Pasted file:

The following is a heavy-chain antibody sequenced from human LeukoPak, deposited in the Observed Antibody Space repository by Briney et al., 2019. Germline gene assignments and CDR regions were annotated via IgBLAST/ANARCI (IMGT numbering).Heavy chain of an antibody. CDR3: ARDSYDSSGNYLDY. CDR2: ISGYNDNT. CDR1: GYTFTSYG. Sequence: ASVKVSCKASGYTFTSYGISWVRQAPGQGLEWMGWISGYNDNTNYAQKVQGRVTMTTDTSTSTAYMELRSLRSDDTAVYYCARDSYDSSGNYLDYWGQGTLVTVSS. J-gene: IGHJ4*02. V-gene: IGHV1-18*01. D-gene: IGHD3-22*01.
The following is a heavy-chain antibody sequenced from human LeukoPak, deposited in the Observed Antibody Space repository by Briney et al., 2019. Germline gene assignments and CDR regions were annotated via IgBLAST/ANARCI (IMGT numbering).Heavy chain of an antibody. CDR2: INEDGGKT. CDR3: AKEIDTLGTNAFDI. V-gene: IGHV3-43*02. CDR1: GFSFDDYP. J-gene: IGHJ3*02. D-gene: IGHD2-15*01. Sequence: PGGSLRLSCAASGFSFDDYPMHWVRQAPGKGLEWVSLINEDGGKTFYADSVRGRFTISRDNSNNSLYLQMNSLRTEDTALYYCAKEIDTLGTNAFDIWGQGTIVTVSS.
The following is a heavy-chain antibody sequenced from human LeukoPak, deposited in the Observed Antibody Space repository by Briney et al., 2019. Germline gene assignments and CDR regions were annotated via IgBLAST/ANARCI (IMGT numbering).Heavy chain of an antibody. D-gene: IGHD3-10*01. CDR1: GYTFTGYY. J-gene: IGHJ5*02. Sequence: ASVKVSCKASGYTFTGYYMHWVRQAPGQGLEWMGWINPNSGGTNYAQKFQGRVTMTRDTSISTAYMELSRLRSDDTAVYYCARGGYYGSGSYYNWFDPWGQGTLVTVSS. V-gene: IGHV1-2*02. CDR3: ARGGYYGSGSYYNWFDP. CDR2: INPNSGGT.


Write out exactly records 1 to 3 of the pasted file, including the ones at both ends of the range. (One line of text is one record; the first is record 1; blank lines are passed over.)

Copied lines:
The following is a heavy-chain antibody sequenced from human LeukoPak, deposited in the Observed Antibody Space repository by Briney et al., 2019. Germline gene assignments and CDR regions were annotated via IgBLAST/ANARCI (IMGT numbering).Heavy chain of an antibody. CDR3: ARDSYDSSGNYLDY. CDR2: ISGYNDNT. CDR1: GYTFTSYG. Sequence: ASVKVSCKASGYTFTSYGISWVRQAPGQGLEWMGWISGYNDNTNYAQKVQGRVTMTTDTSTSTAYMELRSLRSDDTAVYYCARDSYDSSGNYLDYWGQGTLVTVSS. J-gene: IGHJ4*02. V-gene: IGHV1-18*01. D-gene: IGHD3-22*01.
The following is a heavy-chain antibody sequenced from human LeukoPak, deposited in the Observed Antibody Space repository by Briney et al., 2019. Germline gene assignments and CDR regions were annotated via IgBLAST/ANARCI (IMGT numbering).Heavy chain of an antibody. CDR2: INEDGGKT. CDR3: AKEIDTLGTNAFDI. V-gene: IGHV3-43*02. CDR1: GFSFDDYP. J-gene: IGHJ3*02. D-gene: IGHD2-15*01. Sequence: PGGSLRLSCAASGFSFDDYPMHWVRQAPGKGLEWVSLINEDGGKTFYADSVRGRFTISRDNSNNSLYLQMNSLRTEDTALYYCAKEIDTLGTNAFDIWGQGTIVTVSS.
The following is a heavy-chain antibody sequenced from human LeukoPak, deposited in the Observed Antibody Space repository by Briney et al., 2019. Germline gene assignments and CDR regions were annotated via IgBLAST/ANARCI (IMGT numbering).Heavy chain of an antibody. D-gene: IGHD3-10*01. CDR1: GYTFTGYY. J-gene: IGHJ5*02. Sequence: ASVKVSCKASGYTFTGYYMHWVRQAPGQGLEWMGWINPNSGGTNYAQKFQGRVTMTRDTSISTAYMELSRLRSDDTAVYYCARGGYYGSGSYYNWFDPWGQGTLVTVSS. V-gene: IGHV1-2*02. CDR3: ARGGYYGSGSYYNWFDP. CDR2: INPNSGGT.